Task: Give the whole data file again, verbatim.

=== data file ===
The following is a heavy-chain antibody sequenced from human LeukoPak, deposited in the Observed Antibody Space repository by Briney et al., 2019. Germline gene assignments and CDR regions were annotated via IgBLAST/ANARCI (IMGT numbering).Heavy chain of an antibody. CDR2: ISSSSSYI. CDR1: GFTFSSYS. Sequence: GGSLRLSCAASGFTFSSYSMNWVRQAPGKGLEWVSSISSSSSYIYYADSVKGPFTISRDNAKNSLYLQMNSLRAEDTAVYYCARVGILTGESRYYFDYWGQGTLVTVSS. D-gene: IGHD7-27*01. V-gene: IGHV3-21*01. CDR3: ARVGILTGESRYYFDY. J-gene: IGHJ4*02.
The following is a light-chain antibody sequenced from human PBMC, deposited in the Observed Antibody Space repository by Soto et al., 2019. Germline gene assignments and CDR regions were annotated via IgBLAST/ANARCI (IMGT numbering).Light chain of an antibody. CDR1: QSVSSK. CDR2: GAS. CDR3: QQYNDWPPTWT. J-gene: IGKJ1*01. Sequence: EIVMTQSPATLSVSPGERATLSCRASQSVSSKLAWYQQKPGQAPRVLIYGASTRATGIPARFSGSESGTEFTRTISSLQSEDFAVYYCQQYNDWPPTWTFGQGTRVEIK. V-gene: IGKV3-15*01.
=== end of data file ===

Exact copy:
The following is a heavy-chain antibody sequenced from human LeukoPak, deposited in the Observed Antibody Space repository by Briney et al., 2019. Germline gene assignments and CDR regions were annotated via IgBLAST/ANARCI (IMGT numbering).Heavy chain of an antibody. CDR2: ISSSSSYI. CDR1: GFTFSSYS. Sequence: GGSLRLSCAASGFTFSSYSMNWVRQAPGKGLEWVSSISSSSSYIYYADSVKGPFTISRDNAKNSLYLQMNSLRAEDTAVYYCARVGILTGESRYYFDYWGQGTLVTVSS. D-gene: IGHD7-27*01. V-gene: IGHV3-21*01. CDR3: ARVGILTGESRYYFDY. J-gene: IGHJ4*02.
The following is a light-chain antibody sequenced from human PBMC, deposited in the Observed Antibody Space repository by Soto et al., 2019. Germline gene assignments and CDR regions were annotated via IgBLAST/ANARCI (IMGT numbering).Light chain of an antibody. CDR1: QSVSSK. CDR2: GAS. CDR3: QQYNDWPPTWT. J-gene: IGKJ1*01. Sequence: EIVMTQSPATLSVSPGERATLSCRASQSVSSKLAWYQQKPGQAPRVLIYGASTRATGIPARFSGSESGTEFTRTISSLQSEDFAVYYCQQYNDWPPTWTFGQGTRVEIK. V-gene: IGKV3-15*01.